The last item we posted from Ken Turton on the above topic has been responded to in this comment box by someone using the "anonymous" label. All the indications are that the comment is from B.B. Bunting the author of "The Power Play : To End The Car".
What Anonymous/B.B. Bunting has to say will be of great interest to our Discussion Group, who will again be tackling the topic on Sunday. Environmental concerns are always high on our agenda. In addition to the points made by Ken Turton in the last item we posted, concerns are also regularly brought forward by another Ken - Ken Curran. He also addressed one of our earlier meetings on the topic of "The Climate Change Crisis".
In the draft for our submission to Compass on "Integrated Transport" we include a statement claiming that "the cut back in the use of private cars will save police and health services as accidents and pollution decline". Perhaps we need to stress these implications more strongly.
Since I read the Penguin edition of E.J. Mishan's "The Costs Of Economic Growth" in 1969, I have always been aware that many of the growth items which we see as economic pluses are in fact serious minuses. Mishan called them diseconomies of scale. When the accident, pollution and road building costs for private car usage is statistically assessed; we add up the costs of the services provided by crematoriums, hospitals, salvage firms and the police as if they were economic pluses rather than arising from human losses. This means that we are liable to ignore what are massive problems.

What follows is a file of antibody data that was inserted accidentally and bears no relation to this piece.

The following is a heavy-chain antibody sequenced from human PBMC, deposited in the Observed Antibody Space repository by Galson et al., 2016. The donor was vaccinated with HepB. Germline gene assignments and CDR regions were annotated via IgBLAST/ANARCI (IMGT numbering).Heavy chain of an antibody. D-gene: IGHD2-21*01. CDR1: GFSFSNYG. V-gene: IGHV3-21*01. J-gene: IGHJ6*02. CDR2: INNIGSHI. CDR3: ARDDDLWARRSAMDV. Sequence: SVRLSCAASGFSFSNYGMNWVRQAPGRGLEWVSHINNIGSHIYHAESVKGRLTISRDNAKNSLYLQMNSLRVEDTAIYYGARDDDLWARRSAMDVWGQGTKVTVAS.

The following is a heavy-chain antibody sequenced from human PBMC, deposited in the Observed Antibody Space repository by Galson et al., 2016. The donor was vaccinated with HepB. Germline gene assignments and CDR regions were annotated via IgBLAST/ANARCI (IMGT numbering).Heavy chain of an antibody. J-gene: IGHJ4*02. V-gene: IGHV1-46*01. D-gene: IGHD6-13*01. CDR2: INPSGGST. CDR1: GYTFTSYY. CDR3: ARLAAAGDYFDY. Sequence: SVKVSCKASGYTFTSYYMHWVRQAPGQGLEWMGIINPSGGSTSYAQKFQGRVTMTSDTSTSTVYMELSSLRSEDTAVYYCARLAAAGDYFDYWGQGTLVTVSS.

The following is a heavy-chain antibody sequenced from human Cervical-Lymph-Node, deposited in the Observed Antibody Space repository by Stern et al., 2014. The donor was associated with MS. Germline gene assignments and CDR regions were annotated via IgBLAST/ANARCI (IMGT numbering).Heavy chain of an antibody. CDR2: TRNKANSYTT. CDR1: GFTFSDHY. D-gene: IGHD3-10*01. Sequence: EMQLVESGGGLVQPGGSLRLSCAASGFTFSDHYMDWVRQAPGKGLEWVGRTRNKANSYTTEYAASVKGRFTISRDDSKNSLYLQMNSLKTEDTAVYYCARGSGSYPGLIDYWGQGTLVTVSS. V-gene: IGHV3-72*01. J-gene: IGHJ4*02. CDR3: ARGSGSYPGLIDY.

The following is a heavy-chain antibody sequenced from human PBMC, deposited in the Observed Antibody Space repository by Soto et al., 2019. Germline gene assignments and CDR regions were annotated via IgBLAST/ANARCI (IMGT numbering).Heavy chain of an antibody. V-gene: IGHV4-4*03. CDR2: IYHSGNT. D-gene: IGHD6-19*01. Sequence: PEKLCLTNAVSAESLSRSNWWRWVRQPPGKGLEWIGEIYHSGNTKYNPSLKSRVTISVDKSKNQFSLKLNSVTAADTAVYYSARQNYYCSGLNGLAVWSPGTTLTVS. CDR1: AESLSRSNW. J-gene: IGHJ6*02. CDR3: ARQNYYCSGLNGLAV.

When I provided responses for a Norman Geras profile recently, this is how I responded to one of his questions - Q. If you could effect one major policy change in the governing of your country, what would it be? A. To limit the use of private transport to emergency services, with public transport being publicly owned and freely available, whilst planning for the huge economic and social consequences which would follow.
My claim that public transport should (in general) replace private transport, led to this type of criticism, which is then debated on this thread. I was seen as being totalitarian.